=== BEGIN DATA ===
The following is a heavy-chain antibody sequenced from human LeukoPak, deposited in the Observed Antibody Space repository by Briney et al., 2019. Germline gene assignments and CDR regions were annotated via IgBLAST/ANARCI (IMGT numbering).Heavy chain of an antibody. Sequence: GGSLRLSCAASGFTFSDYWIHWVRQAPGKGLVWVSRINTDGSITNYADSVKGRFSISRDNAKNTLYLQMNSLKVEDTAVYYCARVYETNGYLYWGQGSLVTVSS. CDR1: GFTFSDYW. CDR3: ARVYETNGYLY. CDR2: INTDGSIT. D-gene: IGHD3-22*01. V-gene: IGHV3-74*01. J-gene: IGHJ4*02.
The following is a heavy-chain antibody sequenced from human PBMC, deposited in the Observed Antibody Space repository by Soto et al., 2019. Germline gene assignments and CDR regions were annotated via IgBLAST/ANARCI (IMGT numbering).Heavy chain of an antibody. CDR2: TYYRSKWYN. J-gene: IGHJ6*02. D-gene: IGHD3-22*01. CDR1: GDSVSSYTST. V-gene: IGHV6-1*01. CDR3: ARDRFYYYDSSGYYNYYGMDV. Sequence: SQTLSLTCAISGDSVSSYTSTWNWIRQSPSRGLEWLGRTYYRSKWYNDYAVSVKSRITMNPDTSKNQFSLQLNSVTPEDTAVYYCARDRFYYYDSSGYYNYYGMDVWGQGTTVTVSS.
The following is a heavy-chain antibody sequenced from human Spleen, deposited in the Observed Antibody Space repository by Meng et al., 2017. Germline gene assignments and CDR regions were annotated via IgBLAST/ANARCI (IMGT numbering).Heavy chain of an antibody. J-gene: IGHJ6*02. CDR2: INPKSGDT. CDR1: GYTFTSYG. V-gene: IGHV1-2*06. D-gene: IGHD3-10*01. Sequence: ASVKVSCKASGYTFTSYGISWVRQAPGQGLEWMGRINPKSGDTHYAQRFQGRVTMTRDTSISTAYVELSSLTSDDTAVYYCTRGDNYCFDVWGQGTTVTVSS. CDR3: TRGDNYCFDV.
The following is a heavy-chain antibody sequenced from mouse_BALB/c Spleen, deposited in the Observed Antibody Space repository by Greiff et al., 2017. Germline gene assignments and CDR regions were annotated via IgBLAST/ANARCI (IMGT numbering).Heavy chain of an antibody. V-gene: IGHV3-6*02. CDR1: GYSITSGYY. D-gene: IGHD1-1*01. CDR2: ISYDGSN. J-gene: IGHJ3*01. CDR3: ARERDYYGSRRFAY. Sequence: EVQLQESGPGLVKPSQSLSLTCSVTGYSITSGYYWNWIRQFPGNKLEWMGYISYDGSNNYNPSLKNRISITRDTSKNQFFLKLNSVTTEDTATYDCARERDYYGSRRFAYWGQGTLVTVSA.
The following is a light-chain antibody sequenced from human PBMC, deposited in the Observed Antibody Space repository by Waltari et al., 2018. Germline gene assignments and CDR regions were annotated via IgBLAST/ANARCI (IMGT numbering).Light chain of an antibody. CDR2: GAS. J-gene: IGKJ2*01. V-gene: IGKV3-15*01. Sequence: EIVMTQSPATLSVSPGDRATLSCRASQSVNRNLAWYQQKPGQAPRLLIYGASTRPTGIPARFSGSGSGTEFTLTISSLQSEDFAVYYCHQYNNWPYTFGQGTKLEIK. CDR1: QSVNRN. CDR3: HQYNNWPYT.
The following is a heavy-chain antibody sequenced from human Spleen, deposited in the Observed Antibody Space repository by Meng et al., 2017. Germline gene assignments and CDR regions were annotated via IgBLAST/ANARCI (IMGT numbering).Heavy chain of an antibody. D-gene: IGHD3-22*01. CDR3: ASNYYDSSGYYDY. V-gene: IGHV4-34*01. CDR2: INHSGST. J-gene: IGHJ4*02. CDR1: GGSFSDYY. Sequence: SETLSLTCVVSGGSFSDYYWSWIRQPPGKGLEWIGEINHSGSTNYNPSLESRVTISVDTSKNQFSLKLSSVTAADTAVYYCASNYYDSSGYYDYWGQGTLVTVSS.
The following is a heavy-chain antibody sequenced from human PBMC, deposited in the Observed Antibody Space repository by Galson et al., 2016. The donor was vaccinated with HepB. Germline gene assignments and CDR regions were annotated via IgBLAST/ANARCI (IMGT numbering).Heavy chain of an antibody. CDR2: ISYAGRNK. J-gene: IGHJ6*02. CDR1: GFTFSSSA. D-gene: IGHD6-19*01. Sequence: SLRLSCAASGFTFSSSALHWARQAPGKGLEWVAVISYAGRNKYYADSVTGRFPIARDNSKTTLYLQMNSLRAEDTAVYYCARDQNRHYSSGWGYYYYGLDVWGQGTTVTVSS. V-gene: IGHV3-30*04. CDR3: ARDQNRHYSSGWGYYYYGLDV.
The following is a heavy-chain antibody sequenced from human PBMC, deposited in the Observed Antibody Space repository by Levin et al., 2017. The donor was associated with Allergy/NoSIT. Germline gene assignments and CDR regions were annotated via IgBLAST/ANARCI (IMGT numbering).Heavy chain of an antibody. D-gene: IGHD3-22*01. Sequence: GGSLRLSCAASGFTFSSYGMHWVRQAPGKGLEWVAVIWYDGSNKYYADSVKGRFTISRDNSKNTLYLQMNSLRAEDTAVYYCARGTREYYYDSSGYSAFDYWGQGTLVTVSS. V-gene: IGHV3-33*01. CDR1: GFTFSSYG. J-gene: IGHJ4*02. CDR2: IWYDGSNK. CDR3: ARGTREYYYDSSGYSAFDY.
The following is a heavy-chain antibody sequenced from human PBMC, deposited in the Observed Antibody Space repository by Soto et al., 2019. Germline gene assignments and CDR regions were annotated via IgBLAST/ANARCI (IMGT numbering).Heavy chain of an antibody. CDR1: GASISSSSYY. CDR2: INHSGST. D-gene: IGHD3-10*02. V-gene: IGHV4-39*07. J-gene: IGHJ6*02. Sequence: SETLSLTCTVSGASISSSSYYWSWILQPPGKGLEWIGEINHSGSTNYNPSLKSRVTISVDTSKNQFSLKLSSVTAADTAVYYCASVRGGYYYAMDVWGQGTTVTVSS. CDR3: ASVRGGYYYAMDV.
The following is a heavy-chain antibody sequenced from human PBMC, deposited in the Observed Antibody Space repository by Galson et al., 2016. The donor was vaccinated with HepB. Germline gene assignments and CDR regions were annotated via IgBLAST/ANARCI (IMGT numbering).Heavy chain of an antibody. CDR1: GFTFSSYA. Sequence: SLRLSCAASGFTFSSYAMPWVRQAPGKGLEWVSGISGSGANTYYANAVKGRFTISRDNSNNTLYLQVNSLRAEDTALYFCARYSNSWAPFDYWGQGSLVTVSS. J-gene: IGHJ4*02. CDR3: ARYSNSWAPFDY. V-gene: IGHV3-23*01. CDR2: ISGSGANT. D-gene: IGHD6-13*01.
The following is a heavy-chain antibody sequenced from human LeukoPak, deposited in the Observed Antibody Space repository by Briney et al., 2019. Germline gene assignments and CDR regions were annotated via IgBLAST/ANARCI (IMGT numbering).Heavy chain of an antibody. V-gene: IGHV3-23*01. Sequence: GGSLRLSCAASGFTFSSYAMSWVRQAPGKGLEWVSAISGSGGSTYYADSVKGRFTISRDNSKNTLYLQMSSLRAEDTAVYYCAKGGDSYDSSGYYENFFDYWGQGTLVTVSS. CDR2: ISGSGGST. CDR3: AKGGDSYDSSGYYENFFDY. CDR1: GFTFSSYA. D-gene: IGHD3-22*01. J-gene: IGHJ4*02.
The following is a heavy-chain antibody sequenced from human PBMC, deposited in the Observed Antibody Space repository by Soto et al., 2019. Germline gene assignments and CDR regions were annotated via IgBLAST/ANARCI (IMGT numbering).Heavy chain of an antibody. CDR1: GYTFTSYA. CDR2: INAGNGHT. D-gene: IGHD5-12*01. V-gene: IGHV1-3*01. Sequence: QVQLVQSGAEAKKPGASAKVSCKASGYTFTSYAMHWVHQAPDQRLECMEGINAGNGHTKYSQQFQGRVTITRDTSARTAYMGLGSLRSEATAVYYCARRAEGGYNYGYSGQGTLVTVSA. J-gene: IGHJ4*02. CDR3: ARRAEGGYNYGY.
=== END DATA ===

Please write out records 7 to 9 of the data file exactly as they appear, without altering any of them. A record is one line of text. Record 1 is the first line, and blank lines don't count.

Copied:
The following is a heavy-chain antibody sequenced from human PBMC, deposited in the Observed Antibody Space repository by Galson et al., 2016. The donor was vaccinated with HepB. Germline gene assignments and CDR regions were annotated via IgBLAST/ANARCI (IMGT numbering).Heavy chain of an antibody. CDR2: ISYAGRNK. J-gene: IGHJ6*02. CDR1: GFTFSSSA. D-gene: IGHD6-19*01. Sequence: SLRLSCAASGFTFSSSALHWARQAPGKGLEWVAVISYAGRNKYYADSVTGRFPIARDNSKTTLYLQMNSLRAEDTAVYYCARDQNRHYSSGWGYYYYGLDVWGQGTTVTVSS. V-gene: IGHV3-30*04. CDR3: ARDQNRHYSSGWGYYYYGLDV.
The following is a heavy-chain antibody sequenced from human PBMC, deposited in the Observed Antibody Space repository by Levin et al., 2017. The donor was associated with Allergy/NoSIT. Germline gene assignments and CDR regions were annotated via IgBLAST/ANARCI (IMGT numbering).Heavy chain of an antibody. D-gene: IGHD3-22*01. Sequence: GGSLRLSCAASGFTFSSYGMHWVRQAPGKGLEWVAVIWYDGSNKYYADSVKGRFTISRDNSKNTLYLQMNSLRAEDTAVYYCARGTREYYYDSSGYSAFDYWGQGTLVTVSS. V-gene: IGHV3-33*01. CDR1: GFTFSSYG. J-gene: IGHJ4*02. CDR2: IWYDGSNK. CDR3: ARGTREYYYDSSGYSAFDY.
The following is a heavy-chain antibody sequenced from human PBMC, deposited in the Observed Antibody Space repository by Soto et al., 2019. Germline gene assignments and CDR regions were annotated via IgBLAST/ANARCI (IMGT numbering).Heavy chain of an antibody. CDR1: GASISSSSYY. CDR2: INHSGST. D-gene: IGHD3-10*02. V-gene: IGHV4-39*07. J-gene: IGHJ6*02. Sequence: SETLSLTCTVSGASISSSSYYWSWILQPPGKGLEWIGEINHSGSTNYNPSLKSRVTISVDTSKNQFSLKLSSVTAADTAVYYCASVRGGYYYAMDVWGQGTTVTVSS. CDR3: ASVRGGYYYAMDV.